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8 March 2004 Two-dimensional angular optical scattering patterns of aerosol particles in the mid-infrared: measurements designed to obtain particle absorption
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Proceedings Volume 5269, Chemical and Biological Point Sensors for Homeland Defense; (2004) https://doi.org/10.1117/12.518873
Event: Optical Technologies for Industrial, Environmental, and Biological Sensing, 2003, Providence, RI, United States
Abstract
Real-time and in-situ detection and discrimination of aerosol particles, especially bio-aerosols, continues to be an important challenge. The technique labeled TAOS (Two-dimensional Angular Optical Scattering) characterizes particles based upon the angular distribution of elastically scattered light. The detected angular distribution of light, labeled the TAOS pattern, depends upon the particle’s shape, size, surface features, and its complex refractive index. Thus, the absorptive properties of a particle affect the TAOS pattern. Furthermore, we expect to use this change in the TAOS pattern, which occurs when the particle absorption band includes the input wavelength, to characterize the strength of the absorption. Thus, by illuminating a particle in the mid-infrared wavelength range, high frequency vibrational modes that are unique to the aerosol can be reached and quantified. Spherical aerosol particles (in the diameter range of 50-60 micrometers) were generated via a droplet generator and illuminated by an Interband Cascade (IC) laser designed to emit in the 3-5 micrometers wavelength range. The TAOS pattern of the elastically scattered light was detected with an InSb-focal-plane-array infrared camera.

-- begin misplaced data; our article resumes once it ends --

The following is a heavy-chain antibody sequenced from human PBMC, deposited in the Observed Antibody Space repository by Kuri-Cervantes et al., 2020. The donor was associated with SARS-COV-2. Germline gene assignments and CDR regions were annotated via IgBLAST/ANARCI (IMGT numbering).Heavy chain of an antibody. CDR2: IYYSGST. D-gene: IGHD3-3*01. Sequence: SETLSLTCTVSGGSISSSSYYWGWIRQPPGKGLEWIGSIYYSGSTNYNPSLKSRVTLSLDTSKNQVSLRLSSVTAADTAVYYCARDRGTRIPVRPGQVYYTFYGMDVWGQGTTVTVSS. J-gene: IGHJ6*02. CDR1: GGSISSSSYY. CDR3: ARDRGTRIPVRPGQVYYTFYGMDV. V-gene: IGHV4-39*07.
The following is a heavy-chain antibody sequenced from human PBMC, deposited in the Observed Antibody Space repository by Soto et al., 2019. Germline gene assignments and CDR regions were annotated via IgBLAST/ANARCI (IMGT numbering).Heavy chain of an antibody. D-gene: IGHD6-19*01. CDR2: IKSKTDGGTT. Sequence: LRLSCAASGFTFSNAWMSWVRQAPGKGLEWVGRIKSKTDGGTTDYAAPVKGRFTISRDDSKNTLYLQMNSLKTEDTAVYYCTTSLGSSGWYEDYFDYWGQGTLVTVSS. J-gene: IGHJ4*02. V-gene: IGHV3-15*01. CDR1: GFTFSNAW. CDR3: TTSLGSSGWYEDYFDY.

© (2004) COPYRIGHT Society of Photo-Optical Instrumentation Engineers (SPIE). Downloading of the abstract is permitted for personal use only.
Kevin B Aptowicz, Yong-Le Pan, Ronald G. Pinnick, Steven C. Hill, Richard L. Tober, Richard K. Chang, and Burt V. Bronk "Two-dimensional angular optical scattering patterns of aerosol particles in the mid-infrared: measurements designed to obtain particle absorption", Proc. SPIE 5269, Chemical and Biological Point Sensors for Homeland Defense, (8 March 2004); https://doi.org/10.1117/12.518873
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